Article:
Long distance walking is a challenge, yet also something that offers adventure and the chance to see new places. It is an activity that people of most abilities can do, as you can take all the time you need to cover the distance. Here is a guide to some of the best long distance walks in the UK.
Before you read on, it is worth noting that there are two main ways of planning a long distance walk. One is to carry everything you need with you and get from A-B under your own steam. The other is to arrange to have your bags sent on ahead of you to your accommodation, so you don’t have to carry everything.
There are pros and cons for each method. The more rugged of us will enjoy the sense of achievement of being self-reliant, however if you don’t pack well then your heavy backpack could be a burden that spoils your walk.
Having your bags moved for you will take more planning and you are set to tighter itinerary, however, you can take more things with you and not have to worry about carrying them. There are baggage movers that you can arrange through walking tour holiday agents, or you may be able to arrange it through your accommodation provider directly.
It is also a good idea to pick a season where the weather is on your side. Long distance hiking in the north of the country in winter is just not going to be enjoyable, and it may also be unsafe.
Here are the best long distance walks in the UK, divided by North, South, Central, East and West.
Hadrian’s Wall, English/Scottish Borders
Built by the Romans to protect their northern frontier, Hadrian’s Wall is a world heritage site. This extremely well preserved defensive wall runs from the east coast to the west coast for 84 miles. Along the route, there are many examples of Roman ruins and architectural remains to see, as well as beautiful countryside and salt marshes.
This National Trail route is well-marked, and is from Bowness-on-Solway in the west, to the aptly named Wallsend, Newcastle-Upon-Tyne in the east. There is camping and hostel accommodation available along the route, or hotels in areas close to the trail.
The Pennine Way
Known as ‘the backbone of England’, The Pennine Way runs from the Scottish Borders to The Peak District, and covers 268 miles of excellent walking, taking in some remote areas, hills and wild moorland.
The terrain can be tough at times, with steep, long inclines and descents, so not for the faint-hearted. You will also cross marshy land at points along the trail, so plenty of spare dry socks are recommended.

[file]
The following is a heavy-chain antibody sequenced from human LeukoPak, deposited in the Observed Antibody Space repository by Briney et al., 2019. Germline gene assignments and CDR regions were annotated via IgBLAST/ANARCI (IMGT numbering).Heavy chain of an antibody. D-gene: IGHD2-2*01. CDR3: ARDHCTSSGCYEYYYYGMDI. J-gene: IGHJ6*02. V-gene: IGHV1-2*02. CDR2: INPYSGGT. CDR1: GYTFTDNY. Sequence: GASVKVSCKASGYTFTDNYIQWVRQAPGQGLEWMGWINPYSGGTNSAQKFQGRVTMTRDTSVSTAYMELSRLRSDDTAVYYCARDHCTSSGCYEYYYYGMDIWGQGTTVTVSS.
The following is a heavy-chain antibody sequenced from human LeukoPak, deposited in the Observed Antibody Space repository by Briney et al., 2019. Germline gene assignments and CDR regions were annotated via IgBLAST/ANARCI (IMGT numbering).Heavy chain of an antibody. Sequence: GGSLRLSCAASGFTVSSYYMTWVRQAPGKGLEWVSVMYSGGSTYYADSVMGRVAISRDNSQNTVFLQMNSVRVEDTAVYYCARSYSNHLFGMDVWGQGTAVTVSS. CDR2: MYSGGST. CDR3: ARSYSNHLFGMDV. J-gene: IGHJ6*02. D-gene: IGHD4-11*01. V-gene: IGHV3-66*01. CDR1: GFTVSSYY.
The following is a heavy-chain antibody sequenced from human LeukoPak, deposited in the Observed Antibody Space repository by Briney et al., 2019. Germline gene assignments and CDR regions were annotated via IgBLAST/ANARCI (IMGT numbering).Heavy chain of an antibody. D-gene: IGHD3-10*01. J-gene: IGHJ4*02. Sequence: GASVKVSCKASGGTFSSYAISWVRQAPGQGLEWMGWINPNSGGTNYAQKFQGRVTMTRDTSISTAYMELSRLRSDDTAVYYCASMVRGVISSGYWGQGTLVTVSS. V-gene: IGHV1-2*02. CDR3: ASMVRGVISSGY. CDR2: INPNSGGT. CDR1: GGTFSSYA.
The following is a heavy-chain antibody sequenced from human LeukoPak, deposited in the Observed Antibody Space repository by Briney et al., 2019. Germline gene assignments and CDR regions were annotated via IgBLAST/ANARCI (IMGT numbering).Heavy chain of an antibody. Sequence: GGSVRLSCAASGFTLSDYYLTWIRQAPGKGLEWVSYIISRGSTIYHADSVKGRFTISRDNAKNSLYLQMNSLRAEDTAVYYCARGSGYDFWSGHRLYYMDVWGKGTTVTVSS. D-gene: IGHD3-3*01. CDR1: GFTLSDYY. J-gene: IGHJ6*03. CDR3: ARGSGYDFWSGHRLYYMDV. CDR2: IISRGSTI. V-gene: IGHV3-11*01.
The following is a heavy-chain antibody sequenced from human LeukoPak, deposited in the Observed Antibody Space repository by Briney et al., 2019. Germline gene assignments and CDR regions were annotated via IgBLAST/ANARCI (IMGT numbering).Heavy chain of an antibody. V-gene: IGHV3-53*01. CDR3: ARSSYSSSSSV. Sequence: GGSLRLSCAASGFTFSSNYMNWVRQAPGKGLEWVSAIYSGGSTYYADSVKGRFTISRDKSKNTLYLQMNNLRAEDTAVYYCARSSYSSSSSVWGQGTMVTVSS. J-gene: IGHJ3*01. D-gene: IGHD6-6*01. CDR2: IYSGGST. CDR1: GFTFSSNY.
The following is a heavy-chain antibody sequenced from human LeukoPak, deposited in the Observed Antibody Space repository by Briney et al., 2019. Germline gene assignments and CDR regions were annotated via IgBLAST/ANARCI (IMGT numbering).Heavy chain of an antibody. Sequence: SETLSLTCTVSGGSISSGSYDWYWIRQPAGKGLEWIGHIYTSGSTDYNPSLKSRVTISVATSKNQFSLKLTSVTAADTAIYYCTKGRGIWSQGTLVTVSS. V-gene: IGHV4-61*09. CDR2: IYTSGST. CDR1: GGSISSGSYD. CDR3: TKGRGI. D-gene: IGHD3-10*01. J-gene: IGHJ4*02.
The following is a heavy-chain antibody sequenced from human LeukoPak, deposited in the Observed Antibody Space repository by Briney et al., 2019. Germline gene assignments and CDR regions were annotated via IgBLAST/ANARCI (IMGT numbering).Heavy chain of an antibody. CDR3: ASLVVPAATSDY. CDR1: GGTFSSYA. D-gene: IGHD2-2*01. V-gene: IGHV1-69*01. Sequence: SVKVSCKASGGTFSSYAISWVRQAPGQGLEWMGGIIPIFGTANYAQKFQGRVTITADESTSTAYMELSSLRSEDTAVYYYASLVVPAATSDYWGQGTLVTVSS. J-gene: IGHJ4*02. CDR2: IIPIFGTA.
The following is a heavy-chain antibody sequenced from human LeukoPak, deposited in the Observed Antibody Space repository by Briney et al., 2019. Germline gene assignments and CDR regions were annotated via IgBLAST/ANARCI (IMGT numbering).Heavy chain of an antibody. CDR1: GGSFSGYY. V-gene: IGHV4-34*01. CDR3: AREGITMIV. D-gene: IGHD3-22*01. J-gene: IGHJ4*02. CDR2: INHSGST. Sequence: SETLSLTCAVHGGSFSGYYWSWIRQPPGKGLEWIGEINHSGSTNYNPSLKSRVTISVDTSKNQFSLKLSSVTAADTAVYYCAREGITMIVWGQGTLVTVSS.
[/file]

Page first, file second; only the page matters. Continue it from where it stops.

If you plant to walk the entire length, it is a good idea to give yourself three weeks to do so. Accommodation can be booked in advance, or there are quite a number of hostels along the route.
The Cotswolds Way
This is a 102 mile walk that begins in Chipping Campden and finishes in the city of Bath, at Bath Abbey. The trail is clearly marked with National Trail acorn signposts.
Along the route you will find beautiful countryside, shaded woodland and picturesque villages, as well as ancient sites of interest such as iron-age hill forts and historic stately homes and the Broadway Tower. The undulating countryside makes it a good walk for people with average fitness levels, however there are a few steep climbs to be mastered along the way.
There are plenty of campsites along the Cotswolds Way, however if you prefer to stay in accommodation it is best to book in advance.
Follow this famous river right from its source in the Cotswolds to where it meets the sea at the Thames Barrier in Greenwich, London. Along this route you get the best of both worlds as you walk through countryside, farmland and villages, and cross the Chiltern Hills. There are also towns and cities to visit as you make your way to the urban sprawl of London, where there are famous landmarks and lots to see and do.
This 184 mile walk is suitable for most levels of ability as, being a river trail, it is mostly flat. If you prefer the rural atmosphere rather than the city, then begin in Greenwich and make your way to the Cotswolds.
The South-West Coast Path
This stunning coastal path begins in Minehead in Somerset and runs along 630 miles of path around the coast of Devon and Cornwall, before ending in Dorset. With its beginnings as an 18th century patrol route to ward off smugglers, the South-West Coast Path is one of the best long distance walking trails in the country.
Unless you are an endurance walker with a few weeks on your hands, it is best to walk this path in stages. Along the route you will see amazing geological features such as banded cliff faces and rocky shorelines. There are also sandy beaches and grasslands, as well as pretty coves and fishing villages.
The milder southern weather makes walking this path a pleasant experience, although the terrain can be hilly and challenging at times.
There are plenty of campsites close to the trail, or you can book accommodation in advance.